When Forbes magazine declared Monsanto as the Company of the Year for 2009, millions of surprised people were forced to reevaluate their opinions about a major corporation. Now they no longer trust Forbes.
Monsanto is one of the most despised corporations on earth. This is the seventh in a series of articles that expose their not-so-hidden dark side and how, if unrestrained, Monsanto could unleash a cataclysm. Indeed, it has already started…
Part 7 of 10
GM Farmers Don’t Earn or Produce More
Monsanto has been quite successful in convincing farmers that GM crops are the ticket to greater yields and higher profits. You still hear that rhetoric at the United States Department of Agriculture (USDA). But a 2006 USDA report “could not find positive financial impacts in either the field-level nor the whole-farm analysis” for adoption of Bt corn and Roundup Ready soybeans. They said, “Perhaps the biggest issue raised by these results is how to explain the rapid adoption of [GM] crops when farm financial impacts appear to be mixed or even negative.”
Similarly, the Canadian National Farmers Union (NFU) flatly states, “The claim that GM seeds make our farms more profitable is false.” (PDF) Net farm incomes in Canada have plummeted since the introduction of GM canola, with the last five years being the worst in Canada’s history.
In spite of numerous advertising claims that GM crops increase yield, the average GM crop from Monsanto reduces yield. This was confirmed by the most comprehensive evaluation on the subject, conducted by the Union of Concerned Scientists in 2009. Called Failure to Yield, the report demonstrated that in spite of years of trying, GM crops return less bushels than their non-GM counterparts. Even the 2006 USDA report stated that “currently available GM crops do not increase the yield potential of a hybrid variety. . . . In fact, yield may even decrease if the varieties used to carry the herbicide tolerant or insect-resistant genes are not the highest yielding cultivars.” (PDF)
US farmers had expected higher yields with Roundup Ready soybeans, but independent studies confirm a yield loss of 4-11%. (PDF) Brazilian soybean yields are also down since Roundup Ready varieties were introduced. (PDF) In Canada, a study showed a 7.5% lower yield with Roundup Ready canola.
The Canadian National Farmers Union (NFU) observed, “Corporate and government managers have spent millions trying to convince farmers and other citizens of the benefits of genetically-modified (GM) crops. But this huge public relations effort has failed to obscure the truth: GM crops do not deliver the promised benefits; they create numerous problems, costs, and risks. . . . It would be too generous even to call GM crops a solution in search of a problem: These crops have failed to provide significant solutions.” (PDF)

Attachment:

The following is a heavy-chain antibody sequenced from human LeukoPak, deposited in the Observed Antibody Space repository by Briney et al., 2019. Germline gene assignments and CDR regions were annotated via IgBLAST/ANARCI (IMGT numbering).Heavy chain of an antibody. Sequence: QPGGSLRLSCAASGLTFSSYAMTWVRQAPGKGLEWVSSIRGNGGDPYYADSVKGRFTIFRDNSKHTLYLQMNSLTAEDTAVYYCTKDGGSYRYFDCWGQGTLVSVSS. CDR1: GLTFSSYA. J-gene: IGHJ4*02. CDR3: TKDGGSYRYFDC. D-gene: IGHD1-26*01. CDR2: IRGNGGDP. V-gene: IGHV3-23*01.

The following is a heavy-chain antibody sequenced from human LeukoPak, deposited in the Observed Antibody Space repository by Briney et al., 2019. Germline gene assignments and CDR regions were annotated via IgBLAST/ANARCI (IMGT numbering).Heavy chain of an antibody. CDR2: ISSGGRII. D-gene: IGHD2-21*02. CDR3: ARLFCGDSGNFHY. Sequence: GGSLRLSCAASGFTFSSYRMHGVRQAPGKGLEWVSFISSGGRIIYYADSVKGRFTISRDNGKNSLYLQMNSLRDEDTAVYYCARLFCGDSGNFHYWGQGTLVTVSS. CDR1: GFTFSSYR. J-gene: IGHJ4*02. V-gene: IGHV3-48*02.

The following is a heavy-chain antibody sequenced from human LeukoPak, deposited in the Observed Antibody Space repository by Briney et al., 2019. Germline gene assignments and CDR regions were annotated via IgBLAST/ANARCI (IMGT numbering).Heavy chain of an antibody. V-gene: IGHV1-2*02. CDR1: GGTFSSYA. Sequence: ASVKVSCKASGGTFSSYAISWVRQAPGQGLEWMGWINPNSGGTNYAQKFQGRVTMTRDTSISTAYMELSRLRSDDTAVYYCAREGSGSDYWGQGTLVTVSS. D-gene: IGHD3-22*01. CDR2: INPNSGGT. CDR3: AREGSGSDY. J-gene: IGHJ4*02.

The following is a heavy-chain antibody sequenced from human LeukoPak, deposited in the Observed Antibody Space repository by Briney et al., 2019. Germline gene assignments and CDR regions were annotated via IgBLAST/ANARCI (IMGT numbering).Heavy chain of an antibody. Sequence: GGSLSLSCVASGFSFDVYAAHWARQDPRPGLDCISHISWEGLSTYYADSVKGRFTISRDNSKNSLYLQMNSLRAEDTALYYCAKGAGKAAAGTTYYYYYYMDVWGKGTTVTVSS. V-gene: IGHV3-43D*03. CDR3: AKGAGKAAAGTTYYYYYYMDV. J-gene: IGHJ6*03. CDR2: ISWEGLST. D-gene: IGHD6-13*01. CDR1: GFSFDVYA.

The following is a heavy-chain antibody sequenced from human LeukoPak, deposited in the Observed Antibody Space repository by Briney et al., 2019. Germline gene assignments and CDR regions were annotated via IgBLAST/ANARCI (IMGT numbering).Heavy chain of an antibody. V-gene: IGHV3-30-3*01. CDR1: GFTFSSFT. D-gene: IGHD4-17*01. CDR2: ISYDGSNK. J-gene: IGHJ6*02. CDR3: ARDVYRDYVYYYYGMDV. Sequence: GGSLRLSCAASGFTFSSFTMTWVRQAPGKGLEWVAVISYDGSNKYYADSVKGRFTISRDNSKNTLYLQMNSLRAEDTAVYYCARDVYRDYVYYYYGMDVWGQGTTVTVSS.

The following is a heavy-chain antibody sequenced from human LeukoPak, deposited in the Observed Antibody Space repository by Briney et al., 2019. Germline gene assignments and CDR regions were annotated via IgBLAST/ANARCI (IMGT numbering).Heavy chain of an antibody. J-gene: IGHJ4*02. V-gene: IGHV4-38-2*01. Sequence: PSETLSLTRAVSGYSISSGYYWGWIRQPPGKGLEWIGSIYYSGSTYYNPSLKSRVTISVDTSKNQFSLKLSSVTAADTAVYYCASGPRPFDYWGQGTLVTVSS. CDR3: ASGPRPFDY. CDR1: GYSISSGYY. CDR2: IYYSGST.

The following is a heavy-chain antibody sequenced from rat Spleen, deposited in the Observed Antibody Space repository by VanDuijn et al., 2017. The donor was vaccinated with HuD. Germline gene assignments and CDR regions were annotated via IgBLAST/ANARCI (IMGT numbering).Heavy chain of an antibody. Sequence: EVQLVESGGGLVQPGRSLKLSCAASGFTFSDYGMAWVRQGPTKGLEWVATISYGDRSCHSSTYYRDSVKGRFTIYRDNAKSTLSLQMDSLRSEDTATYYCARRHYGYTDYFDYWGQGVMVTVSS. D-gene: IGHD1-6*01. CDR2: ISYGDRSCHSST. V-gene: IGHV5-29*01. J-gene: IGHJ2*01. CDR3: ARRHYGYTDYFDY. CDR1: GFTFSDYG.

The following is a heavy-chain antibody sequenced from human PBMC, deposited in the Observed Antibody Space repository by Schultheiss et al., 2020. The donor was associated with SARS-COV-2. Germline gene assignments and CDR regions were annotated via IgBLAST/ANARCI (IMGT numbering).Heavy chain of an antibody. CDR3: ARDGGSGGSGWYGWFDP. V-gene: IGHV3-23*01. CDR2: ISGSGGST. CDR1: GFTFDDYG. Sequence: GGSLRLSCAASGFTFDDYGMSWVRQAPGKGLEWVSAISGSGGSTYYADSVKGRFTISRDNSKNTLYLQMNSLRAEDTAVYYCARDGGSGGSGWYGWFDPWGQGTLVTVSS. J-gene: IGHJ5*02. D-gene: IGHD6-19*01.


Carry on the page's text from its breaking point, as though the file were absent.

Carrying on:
Herbicide Use Rising Due to GMOs
Monsanto bragged that their Roundup Ready technology would reduce herbicide, but at the same time they were building new Roundup factories to meet their anticipated increase in demand. They got it. According to USDA data, the amount of herbicide used in the US increased by 382.6 million pounds over 13 years. Monsanto’s Roundup Ready soybeans accounted for 92% of the total increase. Due to the proliferation of Roundup resistant weeds, herbicide use is accelerating rapidly. From 2007 to 2008, herbicide used on GM herbicide tolerant crops skyrocketed by 31.4%. Furthermore, as weeds fail to respond to Roundup, farmers also rely on more toxic pesticides such as the highly poisonous 2,4-D.
In spite of Monsanto’s assurances that it wouldn’t be a problem, contamination has been a consistent and often overwhelming hardship for seed dealers, farmers, manufacturers, even entire food sectors. The biotech industry recommends buffer zones between fields, but these have not been competent to protect non-GM, organic, or wild plants from GMOs. A UK study showed canola cross-pollination occurring as far as 26 km away. (PDF)
But pollination is just one of several ways that contamination happens. There is also seed movement by weather and insects, crop mixing during harvest, transport, and storage, and very often, human error. The contamination is North America is so great, it is difficult for farmers to secure pure non-GM seed. In Canada, a study found 32 of 33 certified non-GM canola seeds were contaminated. Most of the non-GM soy, corn, and canola seeds tested in the US also contained GMOs.
Contamination can be very expensive. StarLink corn—unapproved for human consumption—ended up the US food supply in 2000 and resulted in an estimated price tag of $1 billion. The final cost of GM rice contamination in the US in 2006 could be even higher.